A Centropyge bicolor looking for food.


Bicolor Angelfish are protogynous, which means males and females can reverse their sexual orientation in about 20 days.. During their courtship period, you can identify the male by the dark line that forms under his eye. A dominant male will often try to mate with multiple females. Currently, this species has not yet been successfully bred in captivity.

They are known to reach sexual maturity once they are around 2.4 to 2.7 inches long. The spawning process of angelfish usually includes the pair circling each other while the male grunts. It will then float off the substrate and tilt its body to attract the female’s attention.

If she is interested and ready to reproduce, they will come together and create fertilized eggs. These eggs are left entirely alone and receive no protection from their parents. After a short time, the male will leave to find another female.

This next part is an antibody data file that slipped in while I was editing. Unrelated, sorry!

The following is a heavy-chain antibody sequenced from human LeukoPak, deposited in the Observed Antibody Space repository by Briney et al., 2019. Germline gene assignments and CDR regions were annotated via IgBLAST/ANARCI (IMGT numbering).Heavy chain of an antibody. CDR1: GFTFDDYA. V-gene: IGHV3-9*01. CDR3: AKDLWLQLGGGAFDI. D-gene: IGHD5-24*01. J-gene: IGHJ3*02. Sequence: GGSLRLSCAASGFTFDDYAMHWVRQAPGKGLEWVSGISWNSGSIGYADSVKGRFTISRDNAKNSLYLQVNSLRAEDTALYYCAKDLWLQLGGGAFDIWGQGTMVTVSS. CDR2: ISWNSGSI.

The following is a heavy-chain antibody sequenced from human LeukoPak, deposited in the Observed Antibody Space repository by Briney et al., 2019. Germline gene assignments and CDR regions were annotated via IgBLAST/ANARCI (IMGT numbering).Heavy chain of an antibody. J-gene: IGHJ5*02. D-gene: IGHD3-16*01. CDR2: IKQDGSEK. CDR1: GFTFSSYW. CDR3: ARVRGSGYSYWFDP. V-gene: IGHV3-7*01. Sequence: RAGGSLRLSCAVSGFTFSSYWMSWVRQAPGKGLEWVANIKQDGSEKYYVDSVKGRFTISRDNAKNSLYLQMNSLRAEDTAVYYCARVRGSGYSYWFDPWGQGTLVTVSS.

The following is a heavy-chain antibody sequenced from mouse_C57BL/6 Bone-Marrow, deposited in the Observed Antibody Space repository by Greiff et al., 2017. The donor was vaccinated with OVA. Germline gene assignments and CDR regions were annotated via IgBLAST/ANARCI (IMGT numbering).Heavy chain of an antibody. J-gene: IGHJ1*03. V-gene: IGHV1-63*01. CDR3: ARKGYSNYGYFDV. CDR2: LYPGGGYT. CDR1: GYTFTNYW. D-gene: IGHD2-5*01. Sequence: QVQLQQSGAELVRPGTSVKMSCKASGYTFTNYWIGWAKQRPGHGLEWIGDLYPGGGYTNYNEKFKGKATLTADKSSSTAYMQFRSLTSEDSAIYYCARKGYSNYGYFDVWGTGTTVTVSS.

Author’s note: Angelfish larvae are often difficult to breed in captivity due to their very small mouths. After hatching, they will float upwards to eat microscopic plankton, putting them at risk of falling prey to another fish.

In conclusion

Well folks, we’ve come to the end of our Bicolor Angel skincare guide. We hope you had as much fun reading it as we had researching and putting it all together. Along with taking care of all the basics (food, companions, etc.), don’t forget to provide your angelfish with plenty of hiding places and nurturing environments to satisfy their curious minds.

With their dazzling appearance and curious personalities, bicolor angelfish are a truly captivating addition to any saltwater aquarium. If you’re looking to learn more about other fish, try our saltwater fish care guides and don’t forget to tag us on Facebook when you share a cool photo of your aquarium!